American crisis of confidence

Former Defense Secretary and Sen. William Cohen is credited with the quip, "Government is the enemy until you need a friend." In the wake of Katrina, that may have to be amended, "and then your friend may turn out to be dysfunctional."

We are learning the hard way about the costs of stinting on infrastructure to pay for tax cuts and the war in Iraq. And we are learning the hard way about the cost of entrusting emergency response to the political cronies and contributors who people this administration.

This despite many warnings, notably from The New Orleans Times-Picayune three years ago that the levees and the flood walls were fragile.

Michael Brown, director of the Federal Emergency Management Agency, has been spending a lot of time on television explaining to aroused interlocutors why he was about the last to know of the thousands of citizens languishing in the convention center.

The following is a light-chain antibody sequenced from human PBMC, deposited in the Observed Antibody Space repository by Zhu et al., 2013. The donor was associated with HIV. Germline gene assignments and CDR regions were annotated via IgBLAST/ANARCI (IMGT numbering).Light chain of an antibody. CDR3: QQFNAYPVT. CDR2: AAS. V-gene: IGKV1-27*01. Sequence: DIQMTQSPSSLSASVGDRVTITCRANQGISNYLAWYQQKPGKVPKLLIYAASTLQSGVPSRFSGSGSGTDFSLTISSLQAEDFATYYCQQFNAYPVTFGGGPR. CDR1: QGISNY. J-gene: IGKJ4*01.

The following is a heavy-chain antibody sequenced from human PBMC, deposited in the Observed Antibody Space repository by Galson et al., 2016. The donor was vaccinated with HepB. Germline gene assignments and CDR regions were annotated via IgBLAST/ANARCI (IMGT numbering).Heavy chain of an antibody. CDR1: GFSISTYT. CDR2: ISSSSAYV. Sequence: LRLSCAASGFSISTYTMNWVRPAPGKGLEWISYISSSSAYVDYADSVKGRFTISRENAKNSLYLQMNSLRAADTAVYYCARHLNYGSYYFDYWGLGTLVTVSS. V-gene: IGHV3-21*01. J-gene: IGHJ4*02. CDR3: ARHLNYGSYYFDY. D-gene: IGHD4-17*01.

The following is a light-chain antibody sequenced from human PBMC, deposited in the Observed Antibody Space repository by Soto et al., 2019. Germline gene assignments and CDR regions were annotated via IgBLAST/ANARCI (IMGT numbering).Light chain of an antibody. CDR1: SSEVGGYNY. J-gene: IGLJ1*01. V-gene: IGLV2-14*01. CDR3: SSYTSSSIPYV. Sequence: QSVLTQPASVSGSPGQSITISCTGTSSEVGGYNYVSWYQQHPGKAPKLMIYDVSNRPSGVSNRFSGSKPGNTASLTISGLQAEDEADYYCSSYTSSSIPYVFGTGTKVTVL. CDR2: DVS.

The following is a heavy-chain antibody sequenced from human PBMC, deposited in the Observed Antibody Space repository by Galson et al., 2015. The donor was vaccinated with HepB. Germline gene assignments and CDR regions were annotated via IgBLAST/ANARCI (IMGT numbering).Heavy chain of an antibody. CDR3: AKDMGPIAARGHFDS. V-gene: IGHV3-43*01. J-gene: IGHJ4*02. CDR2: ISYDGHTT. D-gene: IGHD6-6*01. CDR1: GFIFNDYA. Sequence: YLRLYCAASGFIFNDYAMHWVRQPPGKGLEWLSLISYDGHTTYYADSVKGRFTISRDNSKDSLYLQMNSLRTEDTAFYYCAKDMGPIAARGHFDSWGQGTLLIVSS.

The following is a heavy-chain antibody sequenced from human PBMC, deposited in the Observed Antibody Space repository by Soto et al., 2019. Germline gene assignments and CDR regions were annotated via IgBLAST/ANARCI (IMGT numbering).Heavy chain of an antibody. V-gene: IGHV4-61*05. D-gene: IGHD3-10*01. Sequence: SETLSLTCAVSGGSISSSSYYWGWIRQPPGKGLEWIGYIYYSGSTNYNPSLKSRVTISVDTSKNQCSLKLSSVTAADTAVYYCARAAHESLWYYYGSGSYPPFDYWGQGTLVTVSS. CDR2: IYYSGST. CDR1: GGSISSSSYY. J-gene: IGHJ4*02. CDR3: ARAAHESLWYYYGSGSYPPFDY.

In a job that calls for a high degree of professionalism, Mr. Brown's previous experience was in overseeing horse shows. He got the FEMA job on the recommendation of his old college chum Joe Allbaugh. Mr. Allbaugh's expertise was as the president's national campaign manager, and he left FEMA to create a lobbying firm. [Editor's note: The original text mistakenly used "Joseph" as Mr. Allbaugh's first name.]

So what happens when decision- making in a dire emergency is left to political amateurs? What happens, first of all, is an argument about division of authority while people are dying. Meanwhile, as the Chicago Tribune reported, the USS Bataan, a well-equipped support ship with water, medicine, and operating rooms, lay for several days anchored off the Gulf Coast awaiting orders.

What happens is that Wal-Mart tried to deliver three truckloads of water to Jefferson Parish and was turned away by FEMA. On NBC television, Aaron Broussard, the president of the parish, dissolved in sobs as he accused the federal government of the "worst abandonment of Americans."

Newsweek described a "strange paralysis" as Bush officials tried to define who was responsible for what.

This has become a crisis of confidence not only in agencies and officials but in the whole concept of national government.

Daniel Schorr is the senior news analyst at National Public Radio.

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